Is Working in an Animal ER Right for Me?

  • Amanda Jondle
  • |

It takes a special type of person to cut it as an emergency and critical care veterinary technician. Veterinary technicians can work in an animal ER whether or not they have a specialty certification in this field. If you are a veterinary technician who is thinking about working in an animal emergency room, here are some things to consider when deciding if this exciting, emotional, challenging, and rewarding career is for you.

What does an emergency veterinary technician do?

The duties and responsibilities of an ER vet tech vary widely. Thebalancecareers.com and Broadviewuniversity.edu,outline some of the basic duties of an ER vet tech.

  • Triage: ER vet techs are often the first ones to see and help a patient that comes into the hospital in critical condition. They often have to bring the pet directly into the treatment area if it is unstable. They do a quick assessment of the patient and then get work stabilizing it while the doctor examines it and talks to the pet owners.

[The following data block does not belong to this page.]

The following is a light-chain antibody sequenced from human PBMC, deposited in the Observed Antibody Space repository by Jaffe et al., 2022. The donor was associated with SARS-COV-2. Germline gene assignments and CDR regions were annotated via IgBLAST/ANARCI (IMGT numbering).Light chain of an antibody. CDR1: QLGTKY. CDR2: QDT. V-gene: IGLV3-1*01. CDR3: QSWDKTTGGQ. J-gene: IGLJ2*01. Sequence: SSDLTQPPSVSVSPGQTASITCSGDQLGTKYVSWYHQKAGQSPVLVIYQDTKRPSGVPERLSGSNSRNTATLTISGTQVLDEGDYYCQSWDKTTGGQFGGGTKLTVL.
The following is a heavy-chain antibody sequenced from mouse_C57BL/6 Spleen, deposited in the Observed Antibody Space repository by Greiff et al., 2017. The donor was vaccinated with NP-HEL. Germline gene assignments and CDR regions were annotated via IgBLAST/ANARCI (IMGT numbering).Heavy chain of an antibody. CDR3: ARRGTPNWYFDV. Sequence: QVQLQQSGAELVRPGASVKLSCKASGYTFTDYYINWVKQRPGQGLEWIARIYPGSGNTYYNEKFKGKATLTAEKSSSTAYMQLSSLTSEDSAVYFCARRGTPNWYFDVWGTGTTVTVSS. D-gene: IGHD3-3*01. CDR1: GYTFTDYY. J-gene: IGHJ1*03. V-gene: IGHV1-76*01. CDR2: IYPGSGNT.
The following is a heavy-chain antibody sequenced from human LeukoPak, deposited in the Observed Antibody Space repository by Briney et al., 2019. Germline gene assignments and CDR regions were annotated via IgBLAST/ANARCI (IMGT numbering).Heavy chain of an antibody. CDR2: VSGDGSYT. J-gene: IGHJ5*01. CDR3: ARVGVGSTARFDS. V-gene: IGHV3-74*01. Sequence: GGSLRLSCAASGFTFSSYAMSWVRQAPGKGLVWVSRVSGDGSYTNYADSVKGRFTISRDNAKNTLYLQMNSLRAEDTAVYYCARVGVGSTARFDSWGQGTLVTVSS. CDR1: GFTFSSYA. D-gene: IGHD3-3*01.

• ICU and critical care: This involves close monitoring of hospitalized patients. In addition to any treatments or medications that need given, this includes monitoring vitals, feeding, watering, taking patients out to go to the bathroom, and changing bedding.
  • Placing intravenous catheters: IV catheters are important for IV access to give fluids and medications.
  • Cleaning wounds: If a pet presents with a wound or injury, the technician can assist in cleaning the wound in preparation for repair or bandaging.
  • Applying splints and bandages: With training, technicians can apply splints and bandages to fractured, injured, or bleeding body parts.